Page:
Facebook – Bigger than the Internet?!?

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Just following up on yesterday’s installment I stumbled over this article by Leo Mirnai that seems to confirm that many folks using Facebook don’t actually know they are on the Internet.  Sounds strange?  You bet, but check out some of the survey results.

In Africa, researcher Christoph Stork stumbled upon a baffling discrepancy in his survey results.   . Looking at results from a survey on communications use for Research ICT Africa, Stork found what looked like an error. The number of people who had responded saying they used Facebook was much higher than those who said they used the Internet. The discrepancy accounted for some 3 percent to 4 percent of mobile phone users, he says.

Facebook is bigger than the Internet in some places

Facebook is bigger than the Internet in some places

Since at least 2013, Facebook has been making noises about connecting the entire world to the Internet. But even Sheryl Sandberg, Facebook’s operations head, admits that there are Facebook users who don’t know they’re on the Internet. So is Facebook succeeding in its goal if the people it is connecting have no idea they are using the Internet? And what does it mean if masses of first-time adopters come online not via the open web, but the closed, proprietary network where they must play by Facebook CEO Mark Zuckerberg’s rules?

 

This is more than a matter of semantics. The expectations and behaviors of the next billion people to come online will have profound effects on how the Internet evolves. If the majority of the world’s online population spends time on Facebook, then policymakers, businesses, startups, developers, nonprofits, publishers, and anyone else interested in communicating with them will also, if they are to be effective, go to Facebook.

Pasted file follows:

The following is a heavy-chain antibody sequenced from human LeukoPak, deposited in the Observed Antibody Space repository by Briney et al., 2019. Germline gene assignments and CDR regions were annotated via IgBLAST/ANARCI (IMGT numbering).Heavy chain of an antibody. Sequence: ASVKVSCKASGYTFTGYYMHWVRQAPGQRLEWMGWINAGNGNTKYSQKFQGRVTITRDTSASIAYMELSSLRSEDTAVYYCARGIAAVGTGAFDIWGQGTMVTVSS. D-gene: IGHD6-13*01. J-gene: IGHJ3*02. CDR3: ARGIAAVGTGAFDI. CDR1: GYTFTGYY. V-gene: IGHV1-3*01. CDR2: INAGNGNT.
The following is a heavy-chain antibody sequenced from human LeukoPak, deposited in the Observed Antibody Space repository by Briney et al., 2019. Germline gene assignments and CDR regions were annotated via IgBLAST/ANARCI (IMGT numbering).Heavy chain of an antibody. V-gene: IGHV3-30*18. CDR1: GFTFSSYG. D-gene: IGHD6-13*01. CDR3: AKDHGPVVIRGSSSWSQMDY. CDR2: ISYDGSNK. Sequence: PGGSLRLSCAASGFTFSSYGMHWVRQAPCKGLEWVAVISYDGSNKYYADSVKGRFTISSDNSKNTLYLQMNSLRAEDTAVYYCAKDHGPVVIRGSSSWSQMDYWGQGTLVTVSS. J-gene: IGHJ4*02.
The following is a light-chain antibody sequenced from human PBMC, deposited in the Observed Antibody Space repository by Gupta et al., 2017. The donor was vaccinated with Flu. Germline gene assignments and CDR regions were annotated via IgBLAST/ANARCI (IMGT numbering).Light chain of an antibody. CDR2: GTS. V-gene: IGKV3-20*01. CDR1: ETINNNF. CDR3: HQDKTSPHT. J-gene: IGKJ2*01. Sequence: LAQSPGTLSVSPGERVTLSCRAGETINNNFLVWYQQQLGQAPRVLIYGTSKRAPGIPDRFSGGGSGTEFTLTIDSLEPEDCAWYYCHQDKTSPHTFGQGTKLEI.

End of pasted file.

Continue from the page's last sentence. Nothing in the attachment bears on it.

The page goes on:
Measuring Facebook penetration versus Internet penetration is tricky business. Internet penetration numbers come from national regulators and from estimates by the International Telecommunication Union, a UN body. These are generally months if not years old. Facebook numbers come from Facebook’s advertising platform. These can be tricky, too. Some people have more than one account. Some accounts are rarely used. And some people access Facebook through phones with only the most basic of online features, in which case it is hard to argue that they really are using the Internet in any meaningful way.

 

Check out the rest of the article here [TheAtlantic] – very interesting take with a lot of thought and research behind the premise

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